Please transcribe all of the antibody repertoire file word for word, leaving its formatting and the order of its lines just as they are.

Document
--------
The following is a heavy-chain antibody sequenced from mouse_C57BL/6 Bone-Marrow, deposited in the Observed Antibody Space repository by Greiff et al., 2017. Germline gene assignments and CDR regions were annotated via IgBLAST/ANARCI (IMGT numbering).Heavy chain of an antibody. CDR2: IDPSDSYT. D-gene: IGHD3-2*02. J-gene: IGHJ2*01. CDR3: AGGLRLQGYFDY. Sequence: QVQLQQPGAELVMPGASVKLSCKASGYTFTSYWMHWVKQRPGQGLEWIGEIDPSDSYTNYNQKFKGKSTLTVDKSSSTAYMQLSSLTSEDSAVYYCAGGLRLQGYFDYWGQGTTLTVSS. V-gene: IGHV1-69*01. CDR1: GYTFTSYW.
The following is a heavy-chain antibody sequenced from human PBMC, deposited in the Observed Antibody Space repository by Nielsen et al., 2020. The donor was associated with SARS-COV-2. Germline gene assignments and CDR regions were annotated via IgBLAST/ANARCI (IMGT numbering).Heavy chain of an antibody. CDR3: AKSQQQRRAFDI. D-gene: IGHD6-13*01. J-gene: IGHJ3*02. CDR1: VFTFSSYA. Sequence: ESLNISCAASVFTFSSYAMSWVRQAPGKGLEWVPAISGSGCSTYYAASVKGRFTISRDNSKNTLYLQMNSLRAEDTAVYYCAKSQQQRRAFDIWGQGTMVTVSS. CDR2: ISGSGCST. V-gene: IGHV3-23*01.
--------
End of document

The following is a heavy-chain antibody sequenced from mouse_C57BL/6 Bone-Marrow, deposited in the Observed Antibody Space repository by Greiff et al., 2017. Germline gene assignments and CDR regions were annotated via IgBLAST/ANARCI (IMGT numbering).Heavy chain of an antibody. CDR2: IDPSDSYT. D-gene: IGHD3-2*02. J-gene: IGHJ2*01. CDR3: AGGLRLQGYFDY. Sequence: QVQLQQPGAELVMPGASVKLSCKASGYTFTSYWMHWVKQRPGQGLEWIGEIDPSDSYTNYNQKFKGKSTLTVDKSSSTAYMQLSSLTSEDSAVYYCAGGLRLQGYFDYWGQGTTLTVSS. V-gene: IGHV1-69*01. CDR1: GYTFTSYW.
The following is a heavy-chain antibody sequenced from human PBMC, deposited in the Observed Antibody Space repository by Nielsen et al., 2020. The donor was associated with SARS-COV-2. Germline gene assignments and CDR regions were annotated via IgBLAST/ANARCI (IMGT numbering).Heavy chain of an antibody. CDR3: AKSQQQRRAFDI. D-gene: IGHD6-13*01. J-gene: IGHJ3*02. CDR1: VFTFSSYA. Sequence: ESLNISCAASVFTFSSYAMSWVRQAPGKGLEWVPAISGSGCSTYYAASVKGRFTISRDNSKNTLYLQMNSLRAEDTAVYYCAKSQQQRRAFDIWGQGTMVTVSS. CDR2: ISGSGCST. V-gene: IGHV3-23*01.